The peacock spider

©alamy.com/AdamFletcherPeacock-spider

Intricate beauty on a tiny scale

by

It is said that beauty is in the eye of the beholder. Most people would see the majestic colours and exquisite design of a peacock’s tail feathers as far removed from the ‘horrible, hairy, creeping thing’ image often associated with spiders. But the Maratus genus of jumping spiders, commonly referred to as Peacock Spiders and native to Australia, may forever alter your perception of these maligned arachnids.

Prepare to stand amazed

The Peacock Spider’s abdomen is covered by a dense layer of intricately designed scales, similar to those on some butterflies,1 with two flaps that fold down the sides. The bright reds and yellows are produced by pigments, but the iridescent blue is a structural colour, caused by interference from the tiny patterns of the scales. Thus the colour of the scales changes depending on the relative position of the observer and the direction of incident light. One look at the image in this article, or the videos of the species on the internet,2 will quickly justify the name.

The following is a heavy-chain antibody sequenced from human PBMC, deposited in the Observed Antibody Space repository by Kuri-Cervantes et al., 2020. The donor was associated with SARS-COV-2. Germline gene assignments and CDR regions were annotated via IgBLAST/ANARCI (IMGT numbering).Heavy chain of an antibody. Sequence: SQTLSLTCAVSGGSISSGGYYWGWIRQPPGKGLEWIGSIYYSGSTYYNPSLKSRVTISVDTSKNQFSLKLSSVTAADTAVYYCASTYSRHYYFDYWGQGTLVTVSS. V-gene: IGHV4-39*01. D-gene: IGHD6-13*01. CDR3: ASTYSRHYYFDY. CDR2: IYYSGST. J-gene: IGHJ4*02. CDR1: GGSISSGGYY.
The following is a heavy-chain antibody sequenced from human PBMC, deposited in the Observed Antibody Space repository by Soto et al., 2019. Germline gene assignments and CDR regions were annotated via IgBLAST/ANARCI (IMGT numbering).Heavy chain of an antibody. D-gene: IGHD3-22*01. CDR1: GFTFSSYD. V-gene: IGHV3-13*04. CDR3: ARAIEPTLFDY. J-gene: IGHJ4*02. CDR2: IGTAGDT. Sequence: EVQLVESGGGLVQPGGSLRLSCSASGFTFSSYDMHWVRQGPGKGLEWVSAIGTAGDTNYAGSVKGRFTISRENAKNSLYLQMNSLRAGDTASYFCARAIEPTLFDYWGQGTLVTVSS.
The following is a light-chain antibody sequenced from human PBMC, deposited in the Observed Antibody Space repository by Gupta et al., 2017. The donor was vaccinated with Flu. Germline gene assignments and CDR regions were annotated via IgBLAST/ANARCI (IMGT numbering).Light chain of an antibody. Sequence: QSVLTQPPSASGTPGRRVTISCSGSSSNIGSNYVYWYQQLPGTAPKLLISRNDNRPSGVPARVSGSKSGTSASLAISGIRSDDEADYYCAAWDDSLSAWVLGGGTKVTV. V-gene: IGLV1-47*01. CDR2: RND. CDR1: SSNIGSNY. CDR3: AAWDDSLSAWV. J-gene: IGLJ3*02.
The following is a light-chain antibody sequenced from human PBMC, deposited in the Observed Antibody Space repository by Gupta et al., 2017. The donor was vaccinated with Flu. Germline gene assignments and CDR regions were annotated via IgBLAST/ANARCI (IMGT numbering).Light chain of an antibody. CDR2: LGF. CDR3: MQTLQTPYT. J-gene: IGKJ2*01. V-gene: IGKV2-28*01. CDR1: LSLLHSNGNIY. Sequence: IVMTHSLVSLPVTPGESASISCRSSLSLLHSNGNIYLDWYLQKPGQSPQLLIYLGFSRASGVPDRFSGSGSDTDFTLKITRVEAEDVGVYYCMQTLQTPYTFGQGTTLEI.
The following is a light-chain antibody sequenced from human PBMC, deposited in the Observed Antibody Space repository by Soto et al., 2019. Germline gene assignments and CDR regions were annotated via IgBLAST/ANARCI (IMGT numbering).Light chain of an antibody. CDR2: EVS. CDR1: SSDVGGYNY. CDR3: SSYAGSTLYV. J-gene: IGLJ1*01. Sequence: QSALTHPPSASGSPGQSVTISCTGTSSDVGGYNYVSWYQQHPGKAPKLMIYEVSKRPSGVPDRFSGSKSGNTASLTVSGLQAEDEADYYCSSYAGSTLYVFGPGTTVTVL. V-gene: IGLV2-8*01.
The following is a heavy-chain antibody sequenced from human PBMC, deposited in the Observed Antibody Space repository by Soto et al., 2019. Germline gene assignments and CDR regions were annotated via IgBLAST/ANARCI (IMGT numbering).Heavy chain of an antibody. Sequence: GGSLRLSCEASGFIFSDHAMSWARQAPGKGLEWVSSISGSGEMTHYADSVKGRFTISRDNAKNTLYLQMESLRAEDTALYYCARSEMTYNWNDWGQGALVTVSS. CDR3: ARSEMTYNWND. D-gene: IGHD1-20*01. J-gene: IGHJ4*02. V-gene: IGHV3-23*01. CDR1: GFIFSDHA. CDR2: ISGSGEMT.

When a male begins courting a female, the abdomen is raised up and the folded flaps unfurl, displaying vibrant hues and patterns unique to each species (43 identified thus far). This striking spectacle is only the start of the courtship ritual. The spider begins vibrating its abdomen, and raising the third set of legs (the longest and also used for jumping). It ‘dances’ with a series of masterly manoeuvres, sometimes smooth, sometimes staccato in nature, to attract the attention of the targeted female. All this from males just 3.8 to 6 mm (0.15 to 0.24 in)3 long. Such intricate design and beauty in such a tiny package!

What’s the reason?

Consistent evolutionists will not allow the concept of added beauty or ‘beauty for beauty’s sake’4. They suggest instead that such aesthetic features arose because they provided an advantage in sexual selection. The peacock’s tail has long been supposedly the classic example of this: if a particular feature is present in the male of a species, and the female prefers it, then the genes for that feature will be more likely to get into the next generation. If a slightly longer tail is an advantage in the courtship race, then it will get to predominate, as will the genes determining the preference for this trait. If a still longer one is even more attractive, then successive, heritable, increases in length may occur over many generations.